If You Don't Know Where You Are Going, You'll Never Get There
March 15, 2010
There was no shortage of discouraging news in the latest survey by the Employee Benefit Research Institute (EBRI) regarding the retirement preparedness of Americans. Still, perhaps what stood out most was this statistic: less than half of U.S. workers have calculated how much money they will need for retirement.
That fact may strike you as shocking without further elaboration, but adding a little context makes it even more disturbing. Beginning in the 1980s, and then accelerating throughout the 1990s, the retirement system in the United States went through a radical transformation. Defined benefit pension plans were largely phased out in the private sector, and replaced with defined contribution plans, such as 401(k) plans.
What does that mean? Simply that employers were no longer responsible for funding the retirement benefits of their workers. Via 401(k) plans, they would provide a retirement vehicle for their employees, and maybe chip in a matching contribution. Beyond that though, their responsibility is finished. Making sure that enough money was saved over time, and that it was invested responsibly, fell to the American worker.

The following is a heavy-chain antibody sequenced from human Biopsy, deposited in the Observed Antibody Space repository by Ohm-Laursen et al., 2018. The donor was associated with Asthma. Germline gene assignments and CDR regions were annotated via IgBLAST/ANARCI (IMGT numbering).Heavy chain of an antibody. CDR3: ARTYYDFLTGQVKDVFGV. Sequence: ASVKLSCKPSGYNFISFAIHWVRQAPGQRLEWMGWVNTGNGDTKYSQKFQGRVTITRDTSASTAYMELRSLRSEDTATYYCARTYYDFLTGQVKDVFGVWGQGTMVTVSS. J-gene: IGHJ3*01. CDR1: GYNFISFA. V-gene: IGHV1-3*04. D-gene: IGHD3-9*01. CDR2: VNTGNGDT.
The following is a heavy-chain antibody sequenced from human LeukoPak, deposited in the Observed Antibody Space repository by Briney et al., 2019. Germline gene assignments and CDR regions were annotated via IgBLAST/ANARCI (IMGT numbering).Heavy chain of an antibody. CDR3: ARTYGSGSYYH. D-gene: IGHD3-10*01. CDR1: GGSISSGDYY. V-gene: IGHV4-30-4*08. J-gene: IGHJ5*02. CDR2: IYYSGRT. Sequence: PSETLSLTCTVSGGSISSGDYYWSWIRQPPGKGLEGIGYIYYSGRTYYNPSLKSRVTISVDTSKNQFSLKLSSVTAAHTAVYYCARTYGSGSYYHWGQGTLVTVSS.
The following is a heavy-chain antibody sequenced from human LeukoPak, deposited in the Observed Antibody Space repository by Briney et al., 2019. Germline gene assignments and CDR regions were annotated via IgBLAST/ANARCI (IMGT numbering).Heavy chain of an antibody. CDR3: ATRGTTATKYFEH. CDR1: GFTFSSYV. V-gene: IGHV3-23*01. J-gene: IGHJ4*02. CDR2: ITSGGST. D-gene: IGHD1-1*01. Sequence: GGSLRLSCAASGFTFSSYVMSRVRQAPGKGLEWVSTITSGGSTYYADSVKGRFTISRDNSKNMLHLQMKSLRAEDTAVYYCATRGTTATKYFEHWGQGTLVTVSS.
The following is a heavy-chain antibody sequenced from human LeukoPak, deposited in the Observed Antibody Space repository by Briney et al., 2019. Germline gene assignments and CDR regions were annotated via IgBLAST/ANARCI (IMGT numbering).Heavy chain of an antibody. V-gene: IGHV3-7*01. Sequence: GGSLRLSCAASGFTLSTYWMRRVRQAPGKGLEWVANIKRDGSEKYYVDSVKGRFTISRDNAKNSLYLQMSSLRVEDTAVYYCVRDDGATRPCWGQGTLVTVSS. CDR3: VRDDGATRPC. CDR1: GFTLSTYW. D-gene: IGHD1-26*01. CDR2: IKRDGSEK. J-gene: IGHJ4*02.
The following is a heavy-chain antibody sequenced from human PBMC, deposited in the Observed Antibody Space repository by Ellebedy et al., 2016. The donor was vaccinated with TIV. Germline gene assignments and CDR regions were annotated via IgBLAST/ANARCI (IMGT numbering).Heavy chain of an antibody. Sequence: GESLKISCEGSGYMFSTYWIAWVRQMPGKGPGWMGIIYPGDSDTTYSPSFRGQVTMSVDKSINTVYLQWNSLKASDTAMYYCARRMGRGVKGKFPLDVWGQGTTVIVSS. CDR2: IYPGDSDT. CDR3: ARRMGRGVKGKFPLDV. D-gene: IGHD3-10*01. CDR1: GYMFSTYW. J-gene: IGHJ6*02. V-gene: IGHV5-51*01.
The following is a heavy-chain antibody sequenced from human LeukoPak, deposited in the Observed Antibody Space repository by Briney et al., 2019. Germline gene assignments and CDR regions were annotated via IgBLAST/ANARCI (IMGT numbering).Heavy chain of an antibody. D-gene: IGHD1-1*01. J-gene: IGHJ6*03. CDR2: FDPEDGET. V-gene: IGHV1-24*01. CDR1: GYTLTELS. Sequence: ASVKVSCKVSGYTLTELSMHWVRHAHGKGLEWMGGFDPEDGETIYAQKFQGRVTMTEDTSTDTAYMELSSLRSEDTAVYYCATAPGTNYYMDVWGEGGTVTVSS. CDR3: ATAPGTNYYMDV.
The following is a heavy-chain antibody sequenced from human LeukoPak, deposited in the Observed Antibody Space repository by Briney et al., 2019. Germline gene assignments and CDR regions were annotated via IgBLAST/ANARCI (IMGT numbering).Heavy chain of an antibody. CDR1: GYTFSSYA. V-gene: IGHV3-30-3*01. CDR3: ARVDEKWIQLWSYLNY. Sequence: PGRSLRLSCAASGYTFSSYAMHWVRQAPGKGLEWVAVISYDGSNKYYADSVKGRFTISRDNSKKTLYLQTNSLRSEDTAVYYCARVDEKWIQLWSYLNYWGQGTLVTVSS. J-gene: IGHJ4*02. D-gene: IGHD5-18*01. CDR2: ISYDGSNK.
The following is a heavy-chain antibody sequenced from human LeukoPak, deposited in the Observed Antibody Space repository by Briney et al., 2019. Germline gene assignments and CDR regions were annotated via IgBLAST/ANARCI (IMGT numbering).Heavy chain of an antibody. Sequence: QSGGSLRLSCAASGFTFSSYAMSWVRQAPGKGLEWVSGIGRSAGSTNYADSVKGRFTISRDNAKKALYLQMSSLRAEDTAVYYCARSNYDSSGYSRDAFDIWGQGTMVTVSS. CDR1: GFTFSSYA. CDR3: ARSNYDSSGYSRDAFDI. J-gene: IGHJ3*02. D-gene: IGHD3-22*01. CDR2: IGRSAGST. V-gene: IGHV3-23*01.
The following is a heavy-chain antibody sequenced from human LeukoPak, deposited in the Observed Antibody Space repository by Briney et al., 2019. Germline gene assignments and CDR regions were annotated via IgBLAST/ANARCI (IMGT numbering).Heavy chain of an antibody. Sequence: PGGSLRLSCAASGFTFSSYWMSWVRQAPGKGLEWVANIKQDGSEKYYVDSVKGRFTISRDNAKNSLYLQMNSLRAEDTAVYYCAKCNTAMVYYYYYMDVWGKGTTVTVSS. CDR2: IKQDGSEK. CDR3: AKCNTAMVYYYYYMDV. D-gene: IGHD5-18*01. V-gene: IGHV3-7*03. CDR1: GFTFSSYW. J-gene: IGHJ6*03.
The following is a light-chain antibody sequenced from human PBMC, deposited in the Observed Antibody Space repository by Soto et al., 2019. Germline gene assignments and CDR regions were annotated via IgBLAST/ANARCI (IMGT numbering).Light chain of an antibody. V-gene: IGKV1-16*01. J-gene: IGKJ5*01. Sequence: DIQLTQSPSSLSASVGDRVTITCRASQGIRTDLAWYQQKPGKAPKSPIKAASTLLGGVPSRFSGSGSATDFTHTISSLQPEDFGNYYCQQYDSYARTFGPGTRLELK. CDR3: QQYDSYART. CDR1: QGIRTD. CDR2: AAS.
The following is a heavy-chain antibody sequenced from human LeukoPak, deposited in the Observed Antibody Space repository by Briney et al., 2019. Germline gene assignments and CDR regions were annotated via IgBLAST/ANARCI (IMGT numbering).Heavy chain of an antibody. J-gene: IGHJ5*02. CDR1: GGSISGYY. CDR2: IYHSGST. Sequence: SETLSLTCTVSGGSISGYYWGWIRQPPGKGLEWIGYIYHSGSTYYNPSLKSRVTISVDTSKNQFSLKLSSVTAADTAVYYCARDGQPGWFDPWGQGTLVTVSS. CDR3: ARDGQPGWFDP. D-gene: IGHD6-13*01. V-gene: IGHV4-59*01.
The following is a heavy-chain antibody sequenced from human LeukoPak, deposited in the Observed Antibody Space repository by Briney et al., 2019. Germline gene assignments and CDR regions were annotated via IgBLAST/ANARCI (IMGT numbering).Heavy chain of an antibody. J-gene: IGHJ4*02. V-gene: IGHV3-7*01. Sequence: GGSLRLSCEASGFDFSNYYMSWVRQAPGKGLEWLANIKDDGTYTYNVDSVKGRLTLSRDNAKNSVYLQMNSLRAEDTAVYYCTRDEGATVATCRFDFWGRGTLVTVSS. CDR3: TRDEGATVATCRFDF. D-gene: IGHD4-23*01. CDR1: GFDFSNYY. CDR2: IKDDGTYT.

The EBRI study suggests that the American worker, on average, has not been up to that responsibility. Assuming that figuring out how much money you'll need in retirement is the first step toward actually starting to save that amount of money, it appears that most Americans literally haven't done the first thing to prepare for retirement.
MoneyRates.com regularly encourages people to raise their savings rates. As much as the environment of low bank rates might be discouraging, it also makes the need to save even more urgent. In addition, those savings rates should be building toward a goal -- after all, if you don't know how much money you'll need in retirement, your chances of accumulating the right amount are probably pretty slim.